Botis Seva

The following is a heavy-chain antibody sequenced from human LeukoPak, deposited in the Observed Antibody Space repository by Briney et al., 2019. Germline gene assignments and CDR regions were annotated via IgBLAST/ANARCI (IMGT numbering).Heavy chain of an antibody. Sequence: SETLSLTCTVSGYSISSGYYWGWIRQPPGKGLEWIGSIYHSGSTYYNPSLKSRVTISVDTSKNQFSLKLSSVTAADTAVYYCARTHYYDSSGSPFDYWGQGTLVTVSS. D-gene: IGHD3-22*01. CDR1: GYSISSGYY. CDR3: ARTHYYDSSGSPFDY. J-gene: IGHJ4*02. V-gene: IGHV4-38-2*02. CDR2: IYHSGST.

An amazing evening at Laban theatre in Greenwich as the acclaimed choreographer gave us a lesson in social anthropology – and so much more. InNoForm opened with six bare-backed dancers squirming and thrashing in pools of dirty white light like protozoa writhing in the primordial ooze. We were, I felt, witnessing nothing less than the emergence of life on earth. What followed seemed to be the Darwinian evolution of man from ape to autocratic homo sapiens and was brilliantly captured with staccato movements perfectly performed. If the political message seemed blurred by the artistry, the second half of the show went for politics in the raw, with music giving way to hustings oratory and racist chants – but always illustrated with wonderful choreography. There were witty references to Theresa May and Brexit but on the whole the mood became ever darker, eventually erupting into violence as five of the dancers began making monkey noises and throwing bananas at the sixth. All the performers were black, which made it deeply uncomfortable to watch. Finally the troupe spilled into the audience and we found ourselves face-to-face with the hatred that pervades all extremism. It was an astonishing end to an astonishing event that was challenging and exhilarating in equal measure. No wonder it got a standing ovation.


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